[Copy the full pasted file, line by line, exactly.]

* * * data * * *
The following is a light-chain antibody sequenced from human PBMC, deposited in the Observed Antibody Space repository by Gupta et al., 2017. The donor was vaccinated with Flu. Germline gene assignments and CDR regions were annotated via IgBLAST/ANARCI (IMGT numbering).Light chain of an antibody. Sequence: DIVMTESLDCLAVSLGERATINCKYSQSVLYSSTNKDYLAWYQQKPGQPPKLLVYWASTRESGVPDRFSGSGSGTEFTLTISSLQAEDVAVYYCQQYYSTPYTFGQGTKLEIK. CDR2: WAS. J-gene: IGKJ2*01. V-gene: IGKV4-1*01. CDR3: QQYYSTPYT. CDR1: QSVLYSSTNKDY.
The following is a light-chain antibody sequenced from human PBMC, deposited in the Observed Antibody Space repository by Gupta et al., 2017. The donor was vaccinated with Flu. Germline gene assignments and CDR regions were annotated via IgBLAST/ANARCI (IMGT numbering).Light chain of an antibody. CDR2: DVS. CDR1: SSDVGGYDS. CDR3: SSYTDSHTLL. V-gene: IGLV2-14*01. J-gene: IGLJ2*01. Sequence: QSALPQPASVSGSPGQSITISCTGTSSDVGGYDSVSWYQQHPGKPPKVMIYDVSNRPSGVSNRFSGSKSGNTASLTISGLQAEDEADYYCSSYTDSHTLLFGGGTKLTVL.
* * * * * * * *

The following is a light-chain antibody sequenced from human PBMC, deposited in the Observed Antibody Space repository by Gupta et al., 2017. The donor was vaccinated with Flu. Germline gene assignments and CDR regions were annotated via IgBLAST/ANARCI (IMGT numbering).Light chain of an antibody. Sequence: DIVMTESLDCLAVSLGERATINCKYSQSVLYSSTNKDYLAWYQQKPGQPPKLLVYWASTRESGVPDRFSGSGSGTEFTLTISSLQAEDVAVYYCQQYYSTPYTFGQGTKLEIK. CDR2: WAS. J-gene: IGKJ2*01. V-gene: IGKV4-1*01. CDR3: QQYYSTPYT. CDR1: QSVLYSSTNKDY.
The following is a light-chain antibody sequenced from human PBMC, deposited in the Observed Antibody Space repository by Gupta et al., 2017. The donor was vaccinated with Flu. Germline gene assignments and CDR regions were annotated via IgBLAST/ANARCI (IMGT numbering).Light chain of an antibody. CDR2: DVS. CDR1: SSDVGGYDS. CDR3: SSYTDSHTLL. V-gene: IGLV2-14*01. J-gene: IGLJ2*01. Sequence: QSALPQPASVSGSPGQSITISCTGTSSDVGGYDSVSWYQQHPGKPPKVMIYDVSNRPSGVSNRFSGSKSGNTASLTISGLQAEDEADYYCSSYTDSHTLLFGGGTKLTVL.